Will The European Monetary Union Lose Members?

February 19, 2009

This question to Currency Thoughts from Bgin2end is sure timely.  George Soros addresses one element of the issue in an Op-Ed piece of today’s Financial Times.  He touts some big benefits of having the eurozone but argues that the present crisis has revealed a flaw in its construction, the lack of a bloc-wide government bond market.  Difficult compromises would have to be ironed out to establish how the market would be administered.  Soros favors EMU and expects it to survive but doesn’t exactly say how strongly contingent those views are on officials agreeing on a bond market that helps unify fiscal policy.

I was skeptical after the 1992 Maastricht Treaty that a common currency would be embraced by the people and beneficial on balance, coexisting with 11 different fiscal and foreign policies for the original 11 governments.  I doubted that EMU would force those dimensions of integration to get done. I was glad to see Britain opt out, believing that would enhanced prospects for EMU’s success.  1992 had not been the first time speculation forced the U.K. to float the pound away from a European joint float.  Twenty years earlier, Britain had joined the European “Snake,” which limited members to +/-2.25% margins of movement against one another, on May 1st but was forced to leave less than 8 weeks later on June 23rd.  I was also skeptical that the Stability and Growth Pact would impose the fiscal discipline that its designers intended.  Most importantly, I felt that EMU lacked the constitutional legitimacy that such a ceding of monetary sovereignty ought to embody.  To me, a shift of such importance ought to have been subjected to referendums in all of the joining countries or at least a process as difficult as passing a constitutional amendment in the United States.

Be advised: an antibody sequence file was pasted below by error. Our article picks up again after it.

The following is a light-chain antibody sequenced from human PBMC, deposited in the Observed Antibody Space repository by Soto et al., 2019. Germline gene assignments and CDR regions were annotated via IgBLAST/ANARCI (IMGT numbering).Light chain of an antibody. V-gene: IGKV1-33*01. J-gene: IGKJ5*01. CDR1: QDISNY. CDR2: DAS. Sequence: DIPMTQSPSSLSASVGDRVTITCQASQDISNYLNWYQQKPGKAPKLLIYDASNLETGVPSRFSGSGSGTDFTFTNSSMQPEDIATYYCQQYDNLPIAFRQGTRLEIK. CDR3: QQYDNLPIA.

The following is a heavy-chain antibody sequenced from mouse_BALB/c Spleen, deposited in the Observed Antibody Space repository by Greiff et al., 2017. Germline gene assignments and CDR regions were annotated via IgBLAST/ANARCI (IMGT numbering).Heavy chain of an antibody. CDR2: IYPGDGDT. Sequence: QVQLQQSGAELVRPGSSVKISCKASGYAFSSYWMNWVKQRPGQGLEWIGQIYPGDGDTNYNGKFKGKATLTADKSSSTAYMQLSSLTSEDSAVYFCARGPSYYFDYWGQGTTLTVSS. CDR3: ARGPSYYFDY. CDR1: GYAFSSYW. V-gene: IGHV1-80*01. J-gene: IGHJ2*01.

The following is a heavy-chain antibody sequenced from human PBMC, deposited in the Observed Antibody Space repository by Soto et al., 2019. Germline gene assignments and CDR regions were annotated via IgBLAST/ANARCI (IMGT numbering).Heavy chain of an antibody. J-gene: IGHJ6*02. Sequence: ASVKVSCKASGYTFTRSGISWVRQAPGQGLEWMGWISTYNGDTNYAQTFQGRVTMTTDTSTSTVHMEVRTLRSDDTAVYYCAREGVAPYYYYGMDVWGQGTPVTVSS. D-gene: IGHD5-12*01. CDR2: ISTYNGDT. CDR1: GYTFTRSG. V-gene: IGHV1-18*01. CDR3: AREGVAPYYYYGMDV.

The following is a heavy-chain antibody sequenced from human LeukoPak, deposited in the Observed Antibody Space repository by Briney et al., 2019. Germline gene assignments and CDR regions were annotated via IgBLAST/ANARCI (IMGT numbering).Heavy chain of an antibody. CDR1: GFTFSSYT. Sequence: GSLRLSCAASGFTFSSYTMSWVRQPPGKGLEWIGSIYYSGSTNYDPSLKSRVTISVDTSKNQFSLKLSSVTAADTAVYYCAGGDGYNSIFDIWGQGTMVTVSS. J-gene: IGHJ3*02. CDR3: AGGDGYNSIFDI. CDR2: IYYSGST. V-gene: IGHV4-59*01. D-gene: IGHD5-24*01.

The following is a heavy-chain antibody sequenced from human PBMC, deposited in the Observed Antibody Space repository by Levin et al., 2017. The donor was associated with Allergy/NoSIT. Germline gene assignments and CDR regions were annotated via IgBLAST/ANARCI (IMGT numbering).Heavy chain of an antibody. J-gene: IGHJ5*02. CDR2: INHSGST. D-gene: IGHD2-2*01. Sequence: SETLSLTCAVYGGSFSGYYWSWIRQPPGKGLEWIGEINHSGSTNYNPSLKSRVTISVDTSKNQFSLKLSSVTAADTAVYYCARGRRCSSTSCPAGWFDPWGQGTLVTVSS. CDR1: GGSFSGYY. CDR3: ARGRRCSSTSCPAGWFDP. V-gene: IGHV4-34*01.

My initial assumptions were mostly correct, but I underestimated the political impetus from several European leaders to launch the project come what may.  After that happened at the beginning of 1999, the euro had a rocky first 22 months, depreciating some 30% against the dollar by October 26, 2000.  But even during that time, it became apparent that the costs of leaving EMU would be greater than the costs of staying for anybody that tried to secede.  Once euro coins and paper money began to circulate, voters endorsed the new money with increasing enthusiasm and, in several cases, associated better economic performances than before with the common currency.  Significantly, Europe was not victimized by periodic currency crises.

European Monetary Union now faces its greatest crisis yet — by far.  As badly as the zone’s economy has performed, contracting 5.9% at a seasonally adjusted annual rate last quarter and heading for a drop of easily over 2% in 2009 as a whole, conditions probably would have been much worse for many participants without EMU.  As Soros observes, just look at the economies in Eastern Europe, whose leaders wish they were inside the euro area.  If an EMU member now left the group, its currency would tumble, and its mostly foreign currency-denominated debt would soar.  Enhanced export competitiveness, unlike Britain’s circumstances after 1992, would mean little in a world of shrinking, not expanding, trade flows.  To answer Bgin2end’s main question (is secession by some members possible?), the answer is yes because the decision is essentially a political one.  But such a development still appears very unlikely, because it would entail pain in the form of higher interest rates, greater debt service costs, and rising inflation to the countries that leave.  It would also be a blow to EMU’s image, which would be a problem for the remaining members.

Bgin2end’s question is also timely because I’m off tomorrow to a conference at Columbia on the global financial crisis, where such luminaries as Bob Mundell, a pioneer in research on optimal currency areas, Paul Volcker, Will McDonough, Joseph Stiglitz, and George Soros will be speaking.  On a question as central as the future of the euro, it’s important to keep an open mind, always challenging one’s predisposition.  Perhaps I’ll hear things that change my view.  Loyal readers of this site will be the first to know.

Copyright 2009 Larry Greenberg.  All rights reserved. No secondary distribution without express permission.



One Response to “Will The European Monetary Union Lose Members?”

  1. bgin2end says:

    Thanks Larry, I appreciate the detailed response. I must say however that this was not wholly thought up on my own, I had some help discussing this topic with Jay at his blog The Lonely Trader.

    Excited to see what comes out of the conference. Thanks for keeping us updated.